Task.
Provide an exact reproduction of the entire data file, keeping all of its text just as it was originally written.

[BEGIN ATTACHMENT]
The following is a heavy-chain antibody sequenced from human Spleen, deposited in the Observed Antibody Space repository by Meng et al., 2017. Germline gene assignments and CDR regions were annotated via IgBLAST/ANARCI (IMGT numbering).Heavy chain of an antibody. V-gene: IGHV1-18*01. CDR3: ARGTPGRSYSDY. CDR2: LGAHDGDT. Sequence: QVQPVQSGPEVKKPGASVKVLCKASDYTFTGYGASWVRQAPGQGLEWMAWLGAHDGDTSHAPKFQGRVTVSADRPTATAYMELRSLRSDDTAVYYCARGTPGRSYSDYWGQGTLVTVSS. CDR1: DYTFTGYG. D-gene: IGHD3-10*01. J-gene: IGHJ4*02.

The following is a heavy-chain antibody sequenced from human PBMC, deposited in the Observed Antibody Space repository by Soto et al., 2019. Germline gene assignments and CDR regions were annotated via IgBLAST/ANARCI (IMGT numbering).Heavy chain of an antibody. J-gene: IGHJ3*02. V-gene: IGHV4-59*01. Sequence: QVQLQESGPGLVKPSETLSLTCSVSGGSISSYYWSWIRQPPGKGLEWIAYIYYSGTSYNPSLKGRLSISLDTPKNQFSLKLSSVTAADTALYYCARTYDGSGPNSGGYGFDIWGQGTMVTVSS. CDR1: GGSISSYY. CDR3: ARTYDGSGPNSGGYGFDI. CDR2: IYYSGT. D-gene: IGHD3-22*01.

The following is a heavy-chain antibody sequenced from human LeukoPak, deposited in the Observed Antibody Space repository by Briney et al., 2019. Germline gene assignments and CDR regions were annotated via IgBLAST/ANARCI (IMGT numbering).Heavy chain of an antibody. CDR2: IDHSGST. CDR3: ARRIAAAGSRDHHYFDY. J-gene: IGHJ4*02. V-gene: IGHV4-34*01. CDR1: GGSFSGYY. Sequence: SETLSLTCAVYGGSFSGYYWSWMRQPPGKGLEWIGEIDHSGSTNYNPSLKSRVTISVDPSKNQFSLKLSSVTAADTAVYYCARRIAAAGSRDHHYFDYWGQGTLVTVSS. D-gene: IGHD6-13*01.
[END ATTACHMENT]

The following is a heavy-chain antibody sequenced from human Spleen, deposited in the Observed Antibody Space repository by Meng et al., 2017. Germline gene assignments and CDR regions were annotated via IgBLAST/ANARCI (IMGT numbering).Heavy chain of an antibody. V-gene: IGHV1-18*01. CDR3: ARGTPGRSYSDY. CDR2: LGAHDGDT. Sequence: QVQPVQSGPEVKKPGASVKVLCKASDYTFTGYGASWVRQAPGQGLEWMAWLGAHDGDTSHAPKFQGRVTVSADRPTATAYMELRSLRSDDTAVYYCARGTPGRSYSDYWGQGTLVTVSS. CDR1: DYTFTGYG. D-gene: IGHD3-10*01. J-gene: IGHJ4*02.

The following is a heavy-chain antibody sequenced from human PBMC, deposited in the Observed Antibody Space repository by Soto et al., 2019. Germline gene assignments and CDR regions were annotated via IgBLAST/ANARCI (IMGT numbering).Heavy chain of an antibody. J-gene: IGHJ3*02. V-gene: IGHV4-59*01. Sequence: QVQLQESGPGLVKPSETLSLTCSVSGGSISSYYWSWIRQPPGKGLEWIAYIYYSGTSYNPSLKGRLSISLDTPKNQFSLKLSSVTAADTALYYCARTYDGSGPNSGGYGFDIWGQGTMVTVSS. CDR1: GGSISSYY. CDR3: ARTYDGSGPNSGGYGFDI. CDR2: IYYSGT. D-gene: IGHD3-22*01.

The following is a heavy-chain antibody sequenced from human LeukoPak, deposited in the Observed Antibody Space repository by Briney et al., 2019. Germline gene assignments and CDR regions were annotated via IgBLAST/ANARCI (IMGT numbering).Heavy chain of an antibody. CDR2: IDHSGST. CDR3: ARRIAAAGSRDHHYFDY. J-gene: IGHJ4*02. V-gene: IGHV4-34*01. CDR1: GGSFSGYY. Sequence: SETLSLTCAVYGGSFSGYYWSWMRQPPGKGLEWIGEIDHSGSTNYNPSLKSRVTISVDPSKNQFSLKLSSVTAADTAVYYCARRIAAAGSRDHHYFDYWGQGTLVTVSS. D-gene: IGHD6-13*01.